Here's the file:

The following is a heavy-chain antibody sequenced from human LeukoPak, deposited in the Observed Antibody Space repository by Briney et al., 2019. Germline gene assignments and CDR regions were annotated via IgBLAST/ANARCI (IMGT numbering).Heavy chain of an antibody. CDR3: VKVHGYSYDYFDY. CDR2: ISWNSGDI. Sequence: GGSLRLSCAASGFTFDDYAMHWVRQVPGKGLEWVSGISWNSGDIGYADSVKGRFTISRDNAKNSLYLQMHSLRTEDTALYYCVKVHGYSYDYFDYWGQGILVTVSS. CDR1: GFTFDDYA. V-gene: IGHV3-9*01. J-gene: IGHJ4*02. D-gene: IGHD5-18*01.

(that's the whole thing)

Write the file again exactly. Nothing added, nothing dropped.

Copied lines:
The following is a heavy-chain antibody sequenced from human LeukoPak, deposited in the Observed Antibody Space repository by Briney et al., 2019. Germline gene assignments and CDR regions were annotated via IgBLAST/ANARCI (IMGT numbering).Heavy chain of an antibody. CDR3: VKVHGYSYDYFDY. CDR2: ISWNSGDI. Sequence: GGSLRLSCAASGFTFDDYAMHWVRQVPGKGLEWVSGISWNSGDIGYADSVKGRFTISRDNAKNSLYLQMHSLRTEDTALYYCVKVHGYSYDYFDYWGQGILVTVSS. CDR1: GFTFDDYA. V-gene: IGHV3-9*01. J-gene: IGHJ4*02. D-gene: IGHD5-18*01.